References

Lyons, K 1992, ‘Telling Stories from the Field?: A Discussion of an Ethnographic Approach to Researching the Teaching of Physical Education’ in Research in physical education and sport: exploring alternative visions, ed A Sparkes, Falmer Press, London, pp. 248-270.

Lyons, K 1989, A Sociological Analysis of the Teaching of Boys’ Physical Education in the Secondary School. Ph.D thesis, University of Surrey.

Tomlinson, A 1982, ‘Physical Education, Sport and Sociology: The current state and the way forward’ in Physical Education, Sport and Leisure: sociological perspectives, ed I Glaister, Glaister, Milton-under-Wychwood, np.

Van Maanen, J 1988, Tales From The Field, University of Chicago Press, Chicago.

Photo Credits

LSE Sports Day

Two Boys Playing Leapfrog

Speaking About Performance: Hearing Other Narratives

Back in 1988 Donald Polkinghorne produced the delightful book Narrative Knowing and the Human Sciences. In his preface to the book he observes that “practitioners work with narrative knowledge. They are concerned with people’s stories…”

In Chapter Two he notes that “Narrative is the fundamental scheme for linking individual human actions and events into interrelated aspects of an understandable composite.” His insights resonated with qualitative research I was doing in the 1980s and have informed my work ever since. They added to my reading of Miller Mair‘s work at that time too.

I have been prompted to revisit their ideas about narrative and storytelling following two fascinating radio programs and the discovery that Miller Mair is a keynote speaker at the 2010 CPN Conference. His workshop at the conference is titled Imaginative Writing as Psychological Enquiry. The information for the workshop states:

If we are psychologists, counselors or psychotherapists, we live and work in conversation. This means we have to engage more fully with the ambiguities, surprises and riches of language. Writing as a significant mode of inquiry will be approached as a form of conversation.

These “ambiguities, surprises and riches of language” enchant me too! The Clyde Street blog contains a number of posts about writing and narrative. There are posts about performance too. My interest centres on how these elements are focussed in coaching and learning.

The two radio programs that ignited my desire to write today are Barry Lopez’s discussion with Ramona Koval on Radio National’s Book Show and Ramona Koval’s interview with Lady Antonia Fraser.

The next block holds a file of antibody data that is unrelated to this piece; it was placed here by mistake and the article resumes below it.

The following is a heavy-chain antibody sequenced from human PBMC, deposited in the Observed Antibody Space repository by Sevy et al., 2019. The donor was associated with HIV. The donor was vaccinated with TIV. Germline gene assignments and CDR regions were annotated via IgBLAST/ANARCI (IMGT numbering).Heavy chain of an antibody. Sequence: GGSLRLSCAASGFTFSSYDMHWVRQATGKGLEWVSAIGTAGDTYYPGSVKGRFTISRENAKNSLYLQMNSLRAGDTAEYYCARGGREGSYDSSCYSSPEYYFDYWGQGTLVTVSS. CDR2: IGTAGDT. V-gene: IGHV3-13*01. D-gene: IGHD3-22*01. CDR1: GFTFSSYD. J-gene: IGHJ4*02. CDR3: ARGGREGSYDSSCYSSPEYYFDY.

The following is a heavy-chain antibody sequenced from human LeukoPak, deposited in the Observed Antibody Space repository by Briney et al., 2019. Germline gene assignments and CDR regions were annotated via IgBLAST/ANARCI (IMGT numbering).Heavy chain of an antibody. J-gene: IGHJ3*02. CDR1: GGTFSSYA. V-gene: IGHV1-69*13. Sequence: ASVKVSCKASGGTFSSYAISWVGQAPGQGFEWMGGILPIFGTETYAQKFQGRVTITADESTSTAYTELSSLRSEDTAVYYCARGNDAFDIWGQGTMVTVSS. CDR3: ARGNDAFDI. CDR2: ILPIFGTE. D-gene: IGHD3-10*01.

In the first program, Barry Lopez (who is taking part in the 2010 Perth Writers’ Festival) discusses Home Ground: Language for an American Landscape (edited by Debra Gwartney and Barry Lopez). I enjoyed in particular Barry and Ramona’s discussion of William deBuys‘ discussion of ‘ripple’ in his story of New Mexico.

A week before the Barry Lopez interview, Ramona Koval interviewed Lady Antonia Fraser about her account of her life with Harold Pinter Must You Go? I enjoyed this interview enormously partly because of Ramona Koval’s questions and Lady Fraser’s discussion of the role of a biographer in telling the story of a creative artist. I thought Ramona’s use of her own meetings with Harold Pinter at the Edinburgh festival were wonderful anchors for her conversation with Lady Antonia.

This convergence of ideas around narrative has furthered my interest in how we discuss, describe and share performance in sport. My thoughts about narrative and story telling were framed two decades ago by Donald Polkinghorne, Miller Mair, and John van Maanen. They were harbingers of a wonderful approach to story sharing. In the last year I have become a real fan of Ramona Koval’s Book Show and her interviews with Barry Lopez and Lady Antonia Fraser were gems. Collectively they all provide a discourse that has enormous possibilities for those interested in exploring coaching and learning in sport.

I believe any discussion about performance in sport is enriched by our openness to the forms and contents of other narratives. This post is part of an ongoing story about coming to know performance.

Photo Credits

Private Conversation http://www.flickr.com/photos/danisarda/4204257051/

Donald Polkinghorne www.usc.edu/uscnews/experts/841.html

Miller Mair http://www.constructivistpsych.org/2010/mair.html

Barry Lopez www.upaya.org/newsletter/view/2009/03/16

Ramona Koval www.abc.net.au/rn/bookshow/about/

Lady Antonia Fraser http://www.flickr.com/photos/35803015@N03/4345794258/

Bluebells http://www.flickr.com/photos/anguskirk/2684740057/